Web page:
This moment had to come now or later. Here’s the Music Pills’ choice for the best albums of 2019. You’ve seen the names of Sungazer, Devin Townsend, Gnoomes, Backxwash, Jacob Collier, Ben Levin, Car Bomb, Lou Kelly, Bent Knee, and Moses Sumney in the previous list that covered the top 10 songs of the same year. In that list, strict rules have been created to pick up the songs. There are rules here too but not that severe, a little bit more of freedom in the choice because I’m more an album kind of guy than shuffle play or spare songs. Some of the names recur in both lists but also some different ones, and here you see how much picking up songs is different from picking up records. The main “rule” is not repeating too much the same styles of music. Anyway, I know well that categorizing the artists’ works too much can distract from the essence and peculiarity of each one, so I will put very generic “tags” to guide the reading for those who are interested in a specific style. Following the list, there are the honorable mentions that are absolutely not less valuable than the list itself or, to be fair, your own taste in music; they even contain some between the famous ones. Without further ado, here are the greatest ones in 2019!
Pop / rock:
Tanya Barany – Lights Disappear
Ben Levin Group – Jelly Mound
Yazz Ahmed – Polyhymnia
Junius Paul – Ism
Backxwash – Deviancy
Devin Townsend – Empath
Car Bomb – Mordial
Nihiloxica – Biiri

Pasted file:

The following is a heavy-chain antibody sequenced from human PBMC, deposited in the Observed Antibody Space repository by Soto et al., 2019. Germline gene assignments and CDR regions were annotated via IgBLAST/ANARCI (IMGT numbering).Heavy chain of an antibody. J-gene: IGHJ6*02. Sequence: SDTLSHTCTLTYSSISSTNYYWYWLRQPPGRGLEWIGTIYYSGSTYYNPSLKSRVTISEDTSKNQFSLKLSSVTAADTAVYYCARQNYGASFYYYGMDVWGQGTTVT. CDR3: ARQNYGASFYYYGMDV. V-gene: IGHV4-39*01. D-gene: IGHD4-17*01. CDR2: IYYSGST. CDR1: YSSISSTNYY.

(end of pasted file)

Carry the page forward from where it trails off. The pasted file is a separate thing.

Djinn – Djinn
Gnod R&D – Vol. 4
In the pop/rock category you find the Swiss singer Tanya Barany and the Ben Levin Group (half of Bent Knee). Tanya stunned me at the beginning of 2019 with her Lights Disappear, a winter soundscape that paves the way for a glacial pop finding relief in the obscurity of an alpine forest at night. A voice that both whispers and screams upon a solid song structure and fine arrangements. The refrains of every song still reverberate in my mind today. Otherwise, The Ben Levin Group shows what Beatles could be if still making music at the end of the 2010 decade. Simple clean guitars, walking bass, psychedelic arrangements and aesthetics, so colorful in sound and patterns, songs that go from the delicacy of Sharon to the weird frustration of I Want To Party. Describing a love relationship like sickness and meaning it in the most beautiful way possible makes songs like Hot for Sick and What a Special Day a must-hear.
Jazz also had valuable proposals and showed that the genre it’s not chained to the standards but still lives on the primal influence of improvisation and research of new sounds. Dealing with the latter ones, Yazz Ahmed, horn player from Bahrain, made her masterpiece with Polyhymnia, six long suites that blend jazz, oriental scales, prog, and female power through making every tune the symbol of the braveness of a distinct woman. On the other hand, the tight-wearing bassist whose name is Junius Paul decided to come back to the basics of jazz, the raw improvisation, and make a monumental album titled Ism that together with his name creates juniuspaulism, a concept revolving around the freedom of expression that jazz should represent. From melodic looping to free form savageness, you will be fascinated by the “(tight)ness” of this lengthy record.
The hip hop world has been shaken by Tyler the Creator through the masterpiece Igor, but what hit me for real is the record Deviancy by the rapper Backxwash, from the first dog barks of Don’t Come to The Woods to the intimacy of You Like My Body the Way It Is. She brings you into her world and makes you feel what a trans person feels today, speaking of social judgment and acceptance, prejudice and identity. The fusion of industrial and rap is irresistible.